8 - The Soviet Presence in The Mediterranean
That was the first opportunity taken by the Soviets to demonstrate their willingness to influence major events in the area by the use of military power. During that crisis the Soviet Mediterranean Squadron numbered up to 70 units, some of which were in Port Said and Alexandria, to prevent Israeli attacks against those ports. The Cold War was getting even colder. The invasion of Czechoslovakia in August 1968 contributed to the lowering temperature.
For the Mediterranean it was the prelude to Albania renouncing its membership of the Warsaw Pact. Late that year, the MARAIRMED Command was activated in Naples to improve NATO surveillance in the Mediterranean. The Alliance's concern for the never-ending Soviet penetration, by any means, in the Mediterranean basin was reflected in this recognised need for increased vigilance. NATO ministers instructed the Council in permanent session to keep the situation under close review. In the framework of measures studied at a Reykjavik meeting the previous June, the NATO Defence Planning Committee approved, in May 1969, the future establishment of a Naval On-Call Force Mediterranean (NOCFORMED).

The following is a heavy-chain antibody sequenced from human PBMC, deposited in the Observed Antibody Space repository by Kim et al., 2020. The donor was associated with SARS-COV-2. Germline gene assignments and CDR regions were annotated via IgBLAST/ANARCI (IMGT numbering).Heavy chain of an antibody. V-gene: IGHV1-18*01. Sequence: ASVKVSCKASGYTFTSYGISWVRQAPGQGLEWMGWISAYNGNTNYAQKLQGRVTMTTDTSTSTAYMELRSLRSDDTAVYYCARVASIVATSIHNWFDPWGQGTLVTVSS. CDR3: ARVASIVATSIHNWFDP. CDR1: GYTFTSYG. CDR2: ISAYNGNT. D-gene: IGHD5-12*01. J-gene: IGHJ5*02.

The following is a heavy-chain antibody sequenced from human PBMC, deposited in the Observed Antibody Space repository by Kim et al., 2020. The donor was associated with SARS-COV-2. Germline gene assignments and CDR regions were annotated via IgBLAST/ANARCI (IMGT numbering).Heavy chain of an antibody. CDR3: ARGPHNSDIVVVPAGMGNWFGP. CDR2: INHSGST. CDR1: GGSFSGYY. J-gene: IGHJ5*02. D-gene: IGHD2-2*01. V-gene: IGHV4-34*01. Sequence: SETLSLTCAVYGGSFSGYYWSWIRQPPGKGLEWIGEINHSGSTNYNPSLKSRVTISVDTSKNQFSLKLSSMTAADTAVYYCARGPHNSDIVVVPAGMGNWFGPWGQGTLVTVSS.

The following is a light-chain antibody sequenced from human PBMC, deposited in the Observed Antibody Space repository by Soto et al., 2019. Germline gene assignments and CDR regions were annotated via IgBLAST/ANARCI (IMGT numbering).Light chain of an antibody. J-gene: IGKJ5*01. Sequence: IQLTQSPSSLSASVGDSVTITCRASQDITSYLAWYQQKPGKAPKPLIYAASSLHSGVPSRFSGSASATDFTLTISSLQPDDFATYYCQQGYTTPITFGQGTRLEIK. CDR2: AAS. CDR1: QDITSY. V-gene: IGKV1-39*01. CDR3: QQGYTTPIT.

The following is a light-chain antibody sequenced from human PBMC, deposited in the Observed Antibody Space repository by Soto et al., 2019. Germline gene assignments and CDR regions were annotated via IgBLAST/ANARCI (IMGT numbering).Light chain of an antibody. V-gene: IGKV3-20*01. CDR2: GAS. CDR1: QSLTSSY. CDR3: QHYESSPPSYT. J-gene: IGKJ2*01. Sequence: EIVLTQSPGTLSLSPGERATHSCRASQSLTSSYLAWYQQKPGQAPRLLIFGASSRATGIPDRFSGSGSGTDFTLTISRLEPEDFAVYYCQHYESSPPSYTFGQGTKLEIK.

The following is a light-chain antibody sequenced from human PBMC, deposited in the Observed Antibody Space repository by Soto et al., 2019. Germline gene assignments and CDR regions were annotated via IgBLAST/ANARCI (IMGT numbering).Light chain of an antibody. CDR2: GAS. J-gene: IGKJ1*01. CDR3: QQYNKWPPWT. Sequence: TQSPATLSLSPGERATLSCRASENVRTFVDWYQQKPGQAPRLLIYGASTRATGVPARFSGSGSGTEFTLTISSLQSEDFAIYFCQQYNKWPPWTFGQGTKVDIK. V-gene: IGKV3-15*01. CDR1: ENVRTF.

This maritime force, like the AMF for land and air, was to play an important deterrent role by showing the Allies' solidarity and their determination to put their forces under one flag. Assigned to NAVSOUTH, the On-Call force was activated 43 times between 1970 and 1991, when it was decided to replace it with a permanent force. It initially comprised up to five frigates or destroyers.